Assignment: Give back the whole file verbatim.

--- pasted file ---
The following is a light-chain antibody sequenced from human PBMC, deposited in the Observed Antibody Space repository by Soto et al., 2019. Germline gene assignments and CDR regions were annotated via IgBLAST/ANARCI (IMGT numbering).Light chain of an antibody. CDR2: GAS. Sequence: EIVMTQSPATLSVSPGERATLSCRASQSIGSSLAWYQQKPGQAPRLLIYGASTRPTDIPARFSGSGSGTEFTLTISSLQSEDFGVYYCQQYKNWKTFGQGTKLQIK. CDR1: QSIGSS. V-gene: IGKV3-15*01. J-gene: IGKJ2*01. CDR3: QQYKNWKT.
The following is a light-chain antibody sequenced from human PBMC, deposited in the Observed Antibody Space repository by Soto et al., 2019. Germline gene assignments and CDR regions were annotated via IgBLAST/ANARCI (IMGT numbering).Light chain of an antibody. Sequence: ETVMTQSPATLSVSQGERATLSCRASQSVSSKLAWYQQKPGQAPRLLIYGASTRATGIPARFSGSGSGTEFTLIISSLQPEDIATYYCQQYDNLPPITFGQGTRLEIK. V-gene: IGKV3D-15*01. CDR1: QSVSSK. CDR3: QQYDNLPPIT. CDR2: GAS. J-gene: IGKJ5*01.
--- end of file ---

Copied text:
The following is a light-chain antibody sequenced from human PBMC, deposited in the Observed Antibody Space repository by Soto et al., 2019. Germline gene assignments and CDR regions were annotated via IgBLAST/ANARCI (IMGT numbering).Light chain of an antibody. CDR2: GAS. Sequence: EIVMTQSPATLSVSPGERATLSCRASQSIGSSLAWYQQKPGQAPRLLIYGASTRPTDIPARFSGSGSGTEFTLTISSLQSEDFGVYYCQQYKNWKTFGQGTKLQIK. CDR1: QSIGSS. V-gene: IGKV3-15*01. J-gene: IGKJ2*01. CDR3: QQYKNWKT.
The following is a light-chain antibody sequenced from human PBMC, deposited in the Observed Antibody Space repository by Soto et al., 2019. Germline gene assignments and CDR regions were annotated via IgBLAST/ANARCI (IMGT numbering).Light chain of an antibody. Sequence: ETVMTQSPATLSVSQGERATLSCRASQSVSSKLAWYQQKPGQAPRLLIYGASTRATGIPARFSGSGSGTEFTLIISSLQPEDIATYYCQQYDNLPPITFGQGTRLEIK. V-gene: IGKV3D-15*01. CDR1: QSVSSK. CDR3: QQYDNLPPIT. CDR2: GAS. J-gene: IGKJ5*01.